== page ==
Kung Hee Fat Choy!
Now that New Year’s has passed, everyone in Hawaii is anticipating the next big celebration which of course is Chinese New Year.
The two main reasons to celebrate the Chinese New Year, as with any new year celebration, are:
- To celebrate the past year of hard work, and to relax with loved ones
- To wish for a lucky and prosperous coming year
It is a time for families to be together. As people head home this week to celebrate the festival their families, the drop in temperatures in China left 100,000 travelers stuck at a railway station in Guangzhou.
The Chinese New Year’s Eve dinner is called “reunion dinner” and is believed to be the most important meal of the year. Big families of several generations sit around round tables and enjoy the food and time together.
As 2016 is the year of Monkey, decorations related to monkeys will be commonly seen. Every street, building, and house where the new year is celebrated is decorated with red. Red lanterns hang in streets; red couplets are pasted on doors; banks and official buildings are decorated with red New Year pictures depicting images of prosperity. Most of the decoration is traditionally done on Chinese New Year’s Eve (February 7th).
Many cultural activities are arranged during the festival. Chinatown, in downtown Honolulu is where most of the traditional celebrations take place. Events such as setting off firecrackers, ancestor worship, and dragon dances are common. A great variety of traditional Chinese products are on offer there, and interesting Chinese snacks, rarely seen the rest of the year, are available to taste.
Similar to Christmas, people exchange gifts during the festival. The most common gifts are red envelopes with money, which are given to children and (retired) seniors. Red envelopes are used in the hope of giving good luck (as well as money) to the receivers.
Certain foods are eaten during the festival (especially at the New Year’s Eve dinner) because of their symbolic meanings, based on their names or appearances. Fish is a must for Chinese New Year as the Chinese word for fish sounds like the word for surplus. Eating fish is believed to bring a surplus of money and good luck in the coming year. Other Chinese New Year foods include dumplings, spring rolls, glutinous rice cakes, and sweet rice balls.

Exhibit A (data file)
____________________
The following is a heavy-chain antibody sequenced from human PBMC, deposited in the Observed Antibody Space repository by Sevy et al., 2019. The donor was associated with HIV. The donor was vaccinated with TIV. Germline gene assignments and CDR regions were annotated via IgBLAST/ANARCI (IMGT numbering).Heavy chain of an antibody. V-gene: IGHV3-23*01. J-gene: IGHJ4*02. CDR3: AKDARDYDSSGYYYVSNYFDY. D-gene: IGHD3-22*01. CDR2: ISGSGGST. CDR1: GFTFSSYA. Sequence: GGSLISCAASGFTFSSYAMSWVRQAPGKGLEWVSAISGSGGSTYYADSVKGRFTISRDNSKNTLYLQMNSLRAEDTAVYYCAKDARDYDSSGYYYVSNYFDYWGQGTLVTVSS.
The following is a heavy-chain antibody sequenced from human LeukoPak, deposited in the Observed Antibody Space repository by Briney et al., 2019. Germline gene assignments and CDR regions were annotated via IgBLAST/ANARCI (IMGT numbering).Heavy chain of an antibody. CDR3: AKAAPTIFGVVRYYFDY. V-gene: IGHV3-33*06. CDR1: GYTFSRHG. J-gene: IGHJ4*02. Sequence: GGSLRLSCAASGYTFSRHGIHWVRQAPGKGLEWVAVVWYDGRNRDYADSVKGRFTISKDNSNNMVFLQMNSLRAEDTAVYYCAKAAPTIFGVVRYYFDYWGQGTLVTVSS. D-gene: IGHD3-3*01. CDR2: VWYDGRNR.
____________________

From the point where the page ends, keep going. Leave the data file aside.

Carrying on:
You will see red underwear sold at many shops in Chinatown. Red is believed to ward off bad luck and misfortune. For people born in a year of the Monkey, red underwear is a must for 2016!
The next couple of weekends there will be celebrations in Chinatown (Honolulu). But the main celebrations are taking place this weekend.
2016 Chinese New Year Celebration will be held on Friday, February 5, 2016 from 5:00 PM – 10:00 PM, and Saturday, February 6, 2016 from 9:00 AM – 10:00 PM at the Chinatown Cultural Plaza.
Choy Cheng (Chinatown Open House) is Friday, February 5th from 6:00 PM – 9:00 PM at the Chinese Chamber of Commerce and Chinatown District.
You’ll be able to take pictures with the Miss Narcissus and Miss Chinatown queens and courts and watch the shows on the many stages throughout the city, with music, martial arts, lion dancing, and more.
Find out if you were born in the Year of the Monkey! And if so, better make your way to Chinatown to purchase red underwear before they run out!